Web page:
This type of thinking can be useful not just for reconsidering unplanned, impulse purchases, but for making decisions which will really pay off. For instance, you may have heard that spending money on experiences, like a vacation or a night out with friends, tends to make people happier than spending money on objects. Even if your discretionary funds are limited, you’ll benefit from choosing to invest in what you enjoy the most.

Intention

Our spending demonstrates our values and priorities. Mindfulness can help you make purposeful choices, rather than default or convenience-based choices, with money.

Intention could mean shopping at grocery stores or banking with financial institutions where the corporate culture reflects your personal values. It could mean buying pricier items which are longer-lasting than their inexpensive counterparts, or which are sold by stores you want to support—but buying fewer of them. Or it could mean spending time to research options before making a purchase.

Whatever intentional spending looks like for you, it helps provide a good return on your investment and, more often than not, saves money in the long run.

Focus

Many mindful exercises require a focus on the present: noticing your internal state at the moment, not dwelling on the past or contemplating the future.

Of course when it comes to money, thinking about the future is a necessity. But you still have to meet the needs of the present. Focus can keep you from becoming overwhelmed when you’re facing budgets, debts, and spending choices.

Start by identifying your top three short-term financial priorities, in order. Then identify three long-term financial priorities, in order. These long-term goals can include big purchases (buying a home, paying down a student loan, traveling) or cost-cutting measures you’d like to take eventually (such as giving up a pricey habit or relying less on a vehicle). Make a list. Keep these goals in mind.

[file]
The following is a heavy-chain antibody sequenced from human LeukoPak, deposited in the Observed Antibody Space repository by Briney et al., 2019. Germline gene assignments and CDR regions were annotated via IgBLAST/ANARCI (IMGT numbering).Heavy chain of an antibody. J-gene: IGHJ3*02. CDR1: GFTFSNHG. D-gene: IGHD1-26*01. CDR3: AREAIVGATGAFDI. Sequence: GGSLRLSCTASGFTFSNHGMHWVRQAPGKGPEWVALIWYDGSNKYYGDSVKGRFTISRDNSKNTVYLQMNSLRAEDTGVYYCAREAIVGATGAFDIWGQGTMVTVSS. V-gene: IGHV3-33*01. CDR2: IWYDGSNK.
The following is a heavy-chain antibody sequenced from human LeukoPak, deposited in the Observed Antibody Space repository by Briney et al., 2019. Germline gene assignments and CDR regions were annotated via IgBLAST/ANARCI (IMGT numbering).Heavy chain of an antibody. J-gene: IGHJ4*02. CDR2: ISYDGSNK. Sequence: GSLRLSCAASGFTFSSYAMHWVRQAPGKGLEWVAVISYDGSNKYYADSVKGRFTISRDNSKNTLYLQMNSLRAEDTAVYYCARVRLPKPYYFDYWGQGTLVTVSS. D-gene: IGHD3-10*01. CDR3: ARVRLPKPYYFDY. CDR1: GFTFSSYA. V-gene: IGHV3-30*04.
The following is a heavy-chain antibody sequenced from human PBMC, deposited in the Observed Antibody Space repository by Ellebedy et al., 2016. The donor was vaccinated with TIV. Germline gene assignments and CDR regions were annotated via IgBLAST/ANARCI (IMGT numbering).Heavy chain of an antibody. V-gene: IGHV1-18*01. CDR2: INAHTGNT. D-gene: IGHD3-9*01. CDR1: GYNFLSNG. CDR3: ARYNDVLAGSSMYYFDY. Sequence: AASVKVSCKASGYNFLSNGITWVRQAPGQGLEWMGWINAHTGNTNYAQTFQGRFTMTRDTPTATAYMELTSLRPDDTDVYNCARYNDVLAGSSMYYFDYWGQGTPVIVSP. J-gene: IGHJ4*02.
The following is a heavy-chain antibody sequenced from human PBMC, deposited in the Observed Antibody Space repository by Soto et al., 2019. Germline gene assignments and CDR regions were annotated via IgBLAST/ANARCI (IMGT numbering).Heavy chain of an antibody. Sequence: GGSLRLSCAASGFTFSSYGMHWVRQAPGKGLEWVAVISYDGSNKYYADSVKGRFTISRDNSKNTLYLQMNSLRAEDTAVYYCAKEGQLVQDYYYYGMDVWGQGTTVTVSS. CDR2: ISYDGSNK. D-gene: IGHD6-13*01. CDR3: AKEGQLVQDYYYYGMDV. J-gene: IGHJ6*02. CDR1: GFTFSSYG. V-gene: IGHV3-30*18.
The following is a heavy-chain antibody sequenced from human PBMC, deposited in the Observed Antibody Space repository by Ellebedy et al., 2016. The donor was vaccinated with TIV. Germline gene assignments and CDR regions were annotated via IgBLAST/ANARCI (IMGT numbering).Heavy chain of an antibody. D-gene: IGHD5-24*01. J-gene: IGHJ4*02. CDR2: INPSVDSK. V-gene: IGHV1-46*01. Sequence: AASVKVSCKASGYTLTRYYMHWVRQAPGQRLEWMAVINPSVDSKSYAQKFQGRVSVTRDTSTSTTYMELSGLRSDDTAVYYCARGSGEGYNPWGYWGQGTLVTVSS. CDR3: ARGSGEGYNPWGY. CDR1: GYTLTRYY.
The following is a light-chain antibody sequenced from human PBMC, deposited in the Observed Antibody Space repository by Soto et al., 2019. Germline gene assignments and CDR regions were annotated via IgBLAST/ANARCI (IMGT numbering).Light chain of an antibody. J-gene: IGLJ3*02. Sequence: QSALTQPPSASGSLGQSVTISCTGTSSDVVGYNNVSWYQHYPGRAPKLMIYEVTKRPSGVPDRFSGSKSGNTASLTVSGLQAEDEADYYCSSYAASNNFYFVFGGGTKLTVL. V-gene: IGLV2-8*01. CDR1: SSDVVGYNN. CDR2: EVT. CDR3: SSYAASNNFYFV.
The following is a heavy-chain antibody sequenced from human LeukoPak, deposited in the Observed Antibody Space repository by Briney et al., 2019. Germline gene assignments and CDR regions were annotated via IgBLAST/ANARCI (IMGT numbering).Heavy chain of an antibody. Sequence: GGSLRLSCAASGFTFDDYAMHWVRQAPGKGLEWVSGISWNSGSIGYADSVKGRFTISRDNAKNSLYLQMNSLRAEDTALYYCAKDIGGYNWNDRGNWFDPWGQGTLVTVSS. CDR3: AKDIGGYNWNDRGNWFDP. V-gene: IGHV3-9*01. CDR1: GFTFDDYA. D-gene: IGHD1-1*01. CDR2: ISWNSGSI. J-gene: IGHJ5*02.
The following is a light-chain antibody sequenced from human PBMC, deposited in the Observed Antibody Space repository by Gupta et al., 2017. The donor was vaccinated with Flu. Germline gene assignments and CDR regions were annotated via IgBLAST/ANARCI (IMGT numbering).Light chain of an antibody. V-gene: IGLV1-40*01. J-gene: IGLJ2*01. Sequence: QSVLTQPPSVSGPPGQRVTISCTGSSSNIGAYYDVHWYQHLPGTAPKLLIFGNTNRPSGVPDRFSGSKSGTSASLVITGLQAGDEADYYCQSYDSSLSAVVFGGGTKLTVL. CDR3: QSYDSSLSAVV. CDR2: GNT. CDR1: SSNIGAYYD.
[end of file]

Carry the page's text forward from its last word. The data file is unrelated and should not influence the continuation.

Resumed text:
Then you can start planning. When do you want or need to meet these goals by? How much money can you put towards each one, and how often?

Even if some of your goals seem more like pipe dreams right now, keep them on the list. Your priorities may change as your life changes. But focus will help you identify which goals are essential and which are more flexible.

Acceptance

One goal of mindfulness is observation without judgment. This doesn’t mean exercising poor judgment on purpose or never making any changes. Instead, acceptance allows for critical reflection—realizing there are reasons behind our choices.

Money-wise, acceptance can mean not judging yourself if you feel like you’re financially “behind” your peers or not in the right job for your college degree. Understand everyone’s financial situation is different because everyone’s life is different. If you aren’t comparing yourself to others, you can focus your energy on making the best choices for your own bank account.

Summary

Being smart with money means being constantly mindful. Stay aware and focused, and your budget will more closely reflect the life you want to have.

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About the author

Amy Bergen Writer
Total Articles: 97
Amy Bergen is a writer and editor based in Portland, Maine. She's interested in technology, literature, and how the world will change in the future. You can reach Amy on LinkedIn, Twitter, or Facebook.